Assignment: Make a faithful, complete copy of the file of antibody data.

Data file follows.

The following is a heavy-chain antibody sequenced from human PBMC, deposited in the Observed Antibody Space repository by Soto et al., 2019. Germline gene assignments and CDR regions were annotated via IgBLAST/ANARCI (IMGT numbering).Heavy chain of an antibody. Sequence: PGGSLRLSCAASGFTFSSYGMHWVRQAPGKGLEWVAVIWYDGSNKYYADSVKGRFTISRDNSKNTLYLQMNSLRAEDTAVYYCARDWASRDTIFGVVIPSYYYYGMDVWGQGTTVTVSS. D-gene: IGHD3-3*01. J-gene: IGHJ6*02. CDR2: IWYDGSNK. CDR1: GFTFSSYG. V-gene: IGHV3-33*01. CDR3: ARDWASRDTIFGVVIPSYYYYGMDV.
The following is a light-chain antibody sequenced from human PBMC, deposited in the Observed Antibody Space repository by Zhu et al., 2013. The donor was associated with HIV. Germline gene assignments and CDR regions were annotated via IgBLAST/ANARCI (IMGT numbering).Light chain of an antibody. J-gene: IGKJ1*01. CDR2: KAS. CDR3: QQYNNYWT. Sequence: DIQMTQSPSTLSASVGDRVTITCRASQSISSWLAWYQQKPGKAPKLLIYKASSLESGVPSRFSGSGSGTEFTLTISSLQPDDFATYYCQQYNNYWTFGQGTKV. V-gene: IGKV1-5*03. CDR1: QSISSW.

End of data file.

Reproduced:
The following is a heavy-chain antibody sequenced from human PBMC, deposited in the Observed Antibody Space repository by Soto et al., 2019. Germline gene assignments and CDR regions were annotated via IgBLAST/ANARCI (IMGT numbering).Heavy chain of an antibody. Sequence: PGGSLRLSCAASGFTFSSYGMHWVRQAPGKGLEWVAVIWYDGSNKYYADSVKGRFTISRDNSKNTLYLQMNSLRAEDTAVYYCARDWASRDTIFGVVIPSYYYYGMDVWGQGTTVTVSS. D-gene: IGHD3-3*01. J-gene: IGHJ6*02. CDR2: IWYDGSNK. CDR1: GFTFSSYG. V-gene: IGHV3-33*01. CDR3: ARDWASRDTIFGVVIPSYYYYGMDV.
The following is a light-chain antibody sequenced from human PBMC, deposited in the Observed Antibody Space repository by Zhu et al., 2013. The donor was associated with HIV. Germline gene assignments and CDR regions were annotated via IgBLAST/ANARCI (IMGT numbering).Light chain of an antibody. J-gene: IGKJ1*01. CDR2: KAS. CDR3: QQYNNYWT. Sequence: DIQMTQSPSTLSASVGDRVTITCRASQSISSWLAWYQQKPGKAPKLLIYKASSLESGVPSRFSGSGSGTEFTLTISSLQPDDFATYYCQQYNNYWTFGQGTKV. V-gene: IGKV1-5*03. CDR1: QSISSW.